Unsafe food is a major threat to human health and economies globally. A new project has been kicked off to strengthen official food safety control and risk communication systems in Azerbaijan, Kyrgyzstan, Republic of Moldova, Tajikistan, and Turkey.
YPARD is looking for a passionate and dedicated young professional to take up the position of YPARD representative in Niger.
To meet its goals, YPARD works with young professionals on a regional, national or local level to undertake activities at a more geographically appropriate level. YPARD is looking for a Nigerien representative to contribute actively to a growing YPARD and help YPARD achieve its ambitious goals.
In 2013, Samuel Rigu was looking for a new challenge. Having grown up in a rural Kenyan farming family, he knew that farms in his village depended on synthetic fertilizers.
On a continent where land degradation has driven millions of people out of their villages and into cities, fertilizer is often a must for farmers. However, African farmers pay two-to-six times the average world price for fertilizers due to a heavy reliance on imports, combined with high transportation costs and a dearth of suppliers in the countryside. Rigu wanted to change that.
The promotion policy for agri-food products has been consistent with its objectives. It has increased competitiveness of the sector and raised awareness of the high standards of EU products, especially in third markets.
This webinar is the second instalment of the August webinar series on gender and youth in ARD. The first instalment last week highlighted youth disengagement in agriculture. It addressed challenges faced by the youth as well as how to create opportunities in gearing towards sustainable development.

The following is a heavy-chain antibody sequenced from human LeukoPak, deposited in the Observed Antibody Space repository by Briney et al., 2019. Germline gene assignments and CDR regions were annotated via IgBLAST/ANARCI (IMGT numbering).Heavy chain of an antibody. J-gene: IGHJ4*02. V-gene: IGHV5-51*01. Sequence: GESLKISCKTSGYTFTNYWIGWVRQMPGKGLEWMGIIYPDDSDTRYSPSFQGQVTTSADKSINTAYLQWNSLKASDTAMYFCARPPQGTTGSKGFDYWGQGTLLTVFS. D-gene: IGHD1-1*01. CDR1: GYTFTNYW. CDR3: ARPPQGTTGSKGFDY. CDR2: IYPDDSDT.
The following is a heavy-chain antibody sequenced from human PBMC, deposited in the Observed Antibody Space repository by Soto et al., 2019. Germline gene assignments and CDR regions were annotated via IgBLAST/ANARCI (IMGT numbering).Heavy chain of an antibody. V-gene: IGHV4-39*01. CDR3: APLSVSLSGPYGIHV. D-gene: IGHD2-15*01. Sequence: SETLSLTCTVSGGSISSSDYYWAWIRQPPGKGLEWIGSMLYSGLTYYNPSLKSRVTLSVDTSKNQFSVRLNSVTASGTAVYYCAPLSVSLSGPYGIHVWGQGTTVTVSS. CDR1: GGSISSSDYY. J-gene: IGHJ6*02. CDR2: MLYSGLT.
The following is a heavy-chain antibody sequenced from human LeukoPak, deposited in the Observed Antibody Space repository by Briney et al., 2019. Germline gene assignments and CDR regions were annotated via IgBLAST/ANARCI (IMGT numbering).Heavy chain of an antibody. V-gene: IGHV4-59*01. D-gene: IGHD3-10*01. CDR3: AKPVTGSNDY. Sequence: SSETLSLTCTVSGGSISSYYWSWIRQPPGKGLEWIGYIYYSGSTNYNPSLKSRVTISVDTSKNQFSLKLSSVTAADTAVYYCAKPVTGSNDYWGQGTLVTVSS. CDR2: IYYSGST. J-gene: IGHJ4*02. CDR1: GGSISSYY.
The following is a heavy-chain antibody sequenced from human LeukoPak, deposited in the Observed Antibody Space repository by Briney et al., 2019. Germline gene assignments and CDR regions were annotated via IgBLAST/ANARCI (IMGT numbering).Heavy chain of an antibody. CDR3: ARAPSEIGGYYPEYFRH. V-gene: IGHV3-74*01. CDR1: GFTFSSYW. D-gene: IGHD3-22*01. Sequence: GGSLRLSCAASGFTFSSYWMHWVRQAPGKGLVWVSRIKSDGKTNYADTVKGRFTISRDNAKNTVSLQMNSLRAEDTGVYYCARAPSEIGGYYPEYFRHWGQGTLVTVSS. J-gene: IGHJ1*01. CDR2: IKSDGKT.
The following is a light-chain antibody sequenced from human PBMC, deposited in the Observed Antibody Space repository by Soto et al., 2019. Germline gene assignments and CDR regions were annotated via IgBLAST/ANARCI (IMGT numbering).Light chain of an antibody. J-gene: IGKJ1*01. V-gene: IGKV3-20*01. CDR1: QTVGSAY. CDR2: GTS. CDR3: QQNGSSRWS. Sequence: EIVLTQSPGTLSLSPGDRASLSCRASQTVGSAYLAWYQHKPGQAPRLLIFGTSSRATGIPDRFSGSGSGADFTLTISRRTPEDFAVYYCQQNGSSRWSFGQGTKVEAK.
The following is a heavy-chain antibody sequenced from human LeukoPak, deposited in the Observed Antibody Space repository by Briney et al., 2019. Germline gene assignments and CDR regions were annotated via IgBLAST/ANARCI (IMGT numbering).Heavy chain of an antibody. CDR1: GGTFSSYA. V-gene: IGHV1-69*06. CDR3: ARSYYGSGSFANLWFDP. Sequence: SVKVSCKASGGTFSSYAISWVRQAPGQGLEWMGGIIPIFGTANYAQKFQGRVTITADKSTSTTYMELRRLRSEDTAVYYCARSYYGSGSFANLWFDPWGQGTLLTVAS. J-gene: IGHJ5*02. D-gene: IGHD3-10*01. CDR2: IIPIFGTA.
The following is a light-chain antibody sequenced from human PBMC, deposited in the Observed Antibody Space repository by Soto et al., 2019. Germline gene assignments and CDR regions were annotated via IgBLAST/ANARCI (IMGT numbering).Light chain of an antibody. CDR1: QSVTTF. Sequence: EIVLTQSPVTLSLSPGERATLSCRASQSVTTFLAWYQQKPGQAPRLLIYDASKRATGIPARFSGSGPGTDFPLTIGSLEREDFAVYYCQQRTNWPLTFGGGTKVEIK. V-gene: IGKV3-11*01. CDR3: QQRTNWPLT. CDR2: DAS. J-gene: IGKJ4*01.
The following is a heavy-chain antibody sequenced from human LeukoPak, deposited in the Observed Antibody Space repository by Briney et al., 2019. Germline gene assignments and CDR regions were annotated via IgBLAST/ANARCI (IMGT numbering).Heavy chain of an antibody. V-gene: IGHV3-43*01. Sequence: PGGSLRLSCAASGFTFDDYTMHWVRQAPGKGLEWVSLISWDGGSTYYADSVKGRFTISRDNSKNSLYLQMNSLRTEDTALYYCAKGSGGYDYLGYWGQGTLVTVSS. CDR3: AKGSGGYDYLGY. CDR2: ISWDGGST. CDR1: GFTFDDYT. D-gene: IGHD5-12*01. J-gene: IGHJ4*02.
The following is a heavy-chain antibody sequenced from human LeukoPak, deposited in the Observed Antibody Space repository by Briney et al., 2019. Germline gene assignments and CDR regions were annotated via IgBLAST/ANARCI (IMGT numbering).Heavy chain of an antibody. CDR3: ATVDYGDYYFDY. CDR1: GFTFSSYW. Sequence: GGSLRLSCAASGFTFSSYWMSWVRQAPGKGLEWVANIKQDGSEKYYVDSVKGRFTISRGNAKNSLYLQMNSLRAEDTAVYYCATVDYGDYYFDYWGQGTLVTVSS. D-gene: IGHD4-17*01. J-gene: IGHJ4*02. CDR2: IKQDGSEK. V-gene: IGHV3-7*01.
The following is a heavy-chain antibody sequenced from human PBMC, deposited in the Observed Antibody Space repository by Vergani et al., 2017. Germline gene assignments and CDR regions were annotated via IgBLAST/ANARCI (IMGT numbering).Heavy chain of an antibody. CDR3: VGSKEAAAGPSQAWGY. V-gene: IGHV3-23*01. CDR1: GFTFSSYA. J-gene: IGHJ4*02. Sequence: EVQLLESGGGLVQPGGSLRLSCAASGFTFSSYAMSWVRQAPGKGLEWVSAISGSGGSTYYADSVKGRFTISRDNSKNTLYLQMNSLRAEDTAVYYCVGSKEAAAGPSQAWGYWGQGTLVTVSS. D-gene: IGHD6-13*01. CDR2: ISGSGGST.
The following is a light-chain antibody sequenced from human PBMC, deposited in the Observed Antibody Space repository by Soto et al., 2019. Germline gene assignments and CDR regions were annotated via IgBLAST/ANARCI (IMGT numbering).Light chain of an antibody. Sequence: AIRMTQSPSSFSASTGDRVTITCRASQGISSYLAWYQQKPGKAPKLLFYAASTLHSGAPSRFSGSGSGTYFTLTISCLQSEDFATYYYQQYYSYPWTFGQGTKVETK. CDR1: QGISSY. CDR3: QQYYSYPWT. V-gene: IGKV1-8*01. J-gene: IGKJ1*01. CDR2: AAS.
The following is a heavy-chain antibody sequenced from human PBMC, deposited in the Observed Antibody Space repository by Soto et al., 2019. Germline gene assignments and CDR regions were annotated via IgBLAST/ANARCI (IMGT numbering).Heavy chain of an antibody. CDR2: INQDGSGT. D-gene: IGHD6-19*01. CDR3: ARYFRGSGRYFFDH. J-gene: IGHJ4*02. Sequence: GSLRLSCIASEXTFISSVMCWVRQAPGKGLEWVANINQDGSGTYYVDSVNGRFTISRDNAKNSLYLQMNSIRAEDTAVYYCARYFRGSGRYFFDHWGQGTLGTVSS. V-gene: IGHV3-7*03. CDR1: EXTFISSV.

Ismael Mayanja never intended to work in agriculture, but knew he wanted to make a positive impact on his country. The 23-year-old engineer was recently awarded the 2019 MAIZE Youth Innovators Award Africa in the category of researcher for his work developing a bicycle-powered maize cleaning machine that reduces labor time and improves the health of school children in his native country, Uganda.
These awards, an initiative of the CGIAR Research Program on Maize (MAIZE), recognize the contributions of young women and men below 35 years of age who are implementing innovations in African maize-based farming systems. This is the second year of the awards, and the first time to be held in Africa. The award ceremony took place in Lusaka, Zambia during the annual Stress Tolerant Maize for Africa (STMA) project meeting May 7-9, 2019.
Hildegarde Dukunde has a mission: to make sure the DryCard, an inexpensive device developed by researchers at the University of California-Davis (UC Davis) to determine if food is dry enough to prevent the growth of mold and harmful aflatoxins, reaches as many farmers as possible. The 28-year old Rwanda native works as a sales associate in agrifood business and was recently recognized for her innovative work by the 2019 Maize Youth Innovators Awards Africa, winning in the change agent category at an awards ceremony in Lusaka, Zambia on May 9.
These awards, an initiative of the CGIAR Research Program on Maize (MAIZE), recognize the contributions of young women and men below 35 years of age who are implementing innovations in African maize-based farming systems. This is the second year of the awards, and the first time to be held in Africa. In a recent interview, Hildegarde explained the motives behind her work and approach.